Van Cleef & Arpels and The Australian Ballet raise the curtain on a new era of dance with Bodytorque Digital

Hallberg says VC’s involvement&A gives Bodytorque validity. “They have such a history with dancing, I mean they argued [George] Balanchine when he created Jewels so many years ago, and they continued to support the dance. Bodytorque Digital opens the platform in a wider capacity. I think it’s a good kind of partnership at all levels, it really makes sense. “

The December issue of AFR Magazine. Janie Barrett

Topp took a break from choreography in 2009 when, as a body dancer with The Australian Ballet, she was invited to participate in Bodytorque.

“It ended up being the most rewarding experience,” she says. “Until then, I had been one of the 20 swans or one of the 24 flowers or sylphs; it was always about being part of the corp. I used to be led. But trying out the choreography has definitely changed the way I dance, approach work and receive information from choreographers.

Clay is a film adaptation of a pas de deux (a dance for two people) by Logos, which the pandemic stopped after just two live shows. “It’s a way for the duo to exist off the stage and have a life beyond the season that has never been seen extensively,” Topp said. And the film will add a new perspective.

“There is something incredible about a choreographer being able to invite the audience into the movement, to become another dance partner with the camera,” she says. “Usually the choreography is viewed from the perspective of the audience, and not everyone experiences what we do as dancers. It’s exciting to be able to place the camera in a bird’s eye view or under the dancer, to give the experience of being lifted in the air, of having vertigo.

Act V will be Riley’s first Bodytorque commission. “It was a perfect opportunity to contribute to the program in a small way,” he says after being approached by his friend Hallberg.

“It was like a gift. I was interested in this idea of ​​how we as performers shed our layers, what we transform into after leaving the stage. It is not an on / off switch; it takes time. There is a release of endorphins, then you become introspective, then you let go of it all and become “you”. Being an interpreter is an interesting experience. Act V is an abstract look at what it is.

Topp wears a Magic Alhambra necklace ($ 14,700) and a bracelet ($ 9,800) in yellow gold, mother of pearl and onyx, and a ring ($ 5,400). Hallberg wears a Perlée gold pearl bracelet ($ 7,250) and a signature Perlée bracelet ($ 10,300). All jewelry from Van Cleef & Arpels. Nicole roseau

Riley chose lead artist and friend Dimity Azoury for the role. James Howard, a Jaadwa, wrote the original music. Howard also wrote the music for Mulunma – Inside, a film that Riley, a man from Wiradjuri with cultural ties to western New South Wales, created for the inaugural Rising Festival in Melbourne last year.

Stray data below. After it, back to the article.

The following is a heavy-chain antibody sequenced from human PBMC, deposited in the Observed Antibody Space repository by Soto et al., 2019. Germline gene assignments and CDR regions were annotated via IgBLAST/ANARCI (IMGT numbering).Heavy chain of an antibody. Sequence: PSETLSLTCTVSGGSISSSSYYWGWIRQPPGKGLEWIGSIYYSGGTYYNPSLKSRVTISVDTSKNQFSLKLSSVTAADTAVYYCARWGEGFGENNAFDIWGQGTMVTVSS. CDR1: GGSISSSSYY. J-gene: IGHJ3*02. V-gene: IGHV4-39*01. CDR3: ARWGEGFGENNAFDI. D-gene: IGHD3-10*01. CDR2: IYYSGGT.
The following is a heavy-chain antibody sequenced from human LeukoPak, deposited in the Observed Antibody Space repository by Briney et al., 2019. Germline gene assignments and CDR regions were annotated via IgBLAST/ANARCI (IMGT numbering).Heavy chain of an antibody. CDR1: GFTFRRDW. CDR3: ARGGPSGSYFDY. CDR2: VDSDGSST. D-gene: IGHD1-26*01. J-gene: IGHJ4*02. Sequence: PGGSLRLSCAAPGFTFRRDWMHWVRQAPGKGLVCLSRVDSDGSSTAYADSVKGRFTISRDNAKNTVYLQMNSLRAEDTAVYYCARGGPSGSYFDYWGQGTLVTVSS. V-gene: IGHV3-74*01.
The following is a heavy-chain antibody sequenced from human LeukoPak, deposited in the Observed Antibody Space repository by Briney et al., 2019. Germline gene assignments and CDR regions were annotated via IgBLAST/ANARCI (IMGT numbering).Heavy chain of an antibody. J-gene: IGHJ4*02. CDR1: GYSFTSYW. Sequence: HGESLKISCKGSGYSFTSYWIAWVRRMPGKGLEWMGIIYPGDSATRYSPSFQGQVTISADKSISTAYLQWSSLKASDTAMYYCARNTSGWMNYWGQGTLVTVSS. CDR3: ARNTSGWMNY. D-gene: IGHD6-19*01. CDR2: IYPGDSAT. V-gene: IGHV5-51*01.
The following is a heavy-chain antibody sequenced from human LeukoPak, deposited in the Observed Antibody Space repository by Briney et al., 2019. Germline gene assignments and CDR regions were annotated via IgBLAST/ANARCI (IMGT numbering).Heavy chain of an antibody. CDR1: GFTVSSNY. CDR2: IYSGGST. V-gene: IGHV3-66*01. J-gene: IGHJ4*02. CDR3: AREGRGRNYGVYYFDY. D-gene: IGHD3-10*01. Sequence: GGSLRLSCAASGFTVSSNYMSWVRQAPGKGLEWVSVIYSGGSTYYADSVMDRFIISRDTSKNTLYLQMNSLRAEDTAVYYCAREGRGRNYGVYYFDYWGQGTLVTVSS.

“Bodytorque allows other artists to enter the incredible institution that is the Australian Ballet,” he says. “James is an emerging sound designer in the dance world. He’s so talented.

The process of the film was a change for Riley, who describes himself as “first and foremost a creator of live dance.”

“Nothing can replace this experience,” he says. “What’s possible in digital is to engage with artists and stories broadly – and across the world. In live performance, it’s up to the audience to watch where they want, but in the cinema, you direct the audience’s gaze. Thus, you organize a more personalized experience. With Act V, I try to keep that in mind.

In Hallberg’s opinion, Bodytorque Digital adds to the texture of what the Australian Ballet is defined. “We have to ask ourselves who we are reaching, how we engage with our community, what kind of diversity we show in the business. I mean, it’s so multifaceted now, which is really exciting because any art institution is getting bigger than it was before.

Better yet, now Bodytorque Digital is free. “We create it and we send it to the world.”

Ballerina clips are made in Parisian workshops and can take up to 1000 hours to create.

Behind the ballerina clips

In 1941, ballerinas joined Van Cleef & Arpels directory. Diamond faces and precious headdresses, their dancing shoes and tutus are made of gold, diamonds and colored gemstones.

Each clip represents a different pose. One of this year’s ballerina music videos, Dulcinea, is inspired by the ballet Don Quixote, directed by Marius Petipa. Her silhouette flies away in a cat jumping motion.

The ballerinas varied from 2 cm to 8 cm; today, they measure 6 cm from head to toe. Made in Parisian workshops, each takes a few hundred hours of work, and around 1000 hours for the more complex high jewelry ballerinas, which need a lot more stones to create these glittering all-cobblestone tutus.

The December issue of AFR magazine, including the jewelry special, comes out Friday, November 26 in The Australian Financial Review. Follow AFR Mag on Twitter and Instagram.


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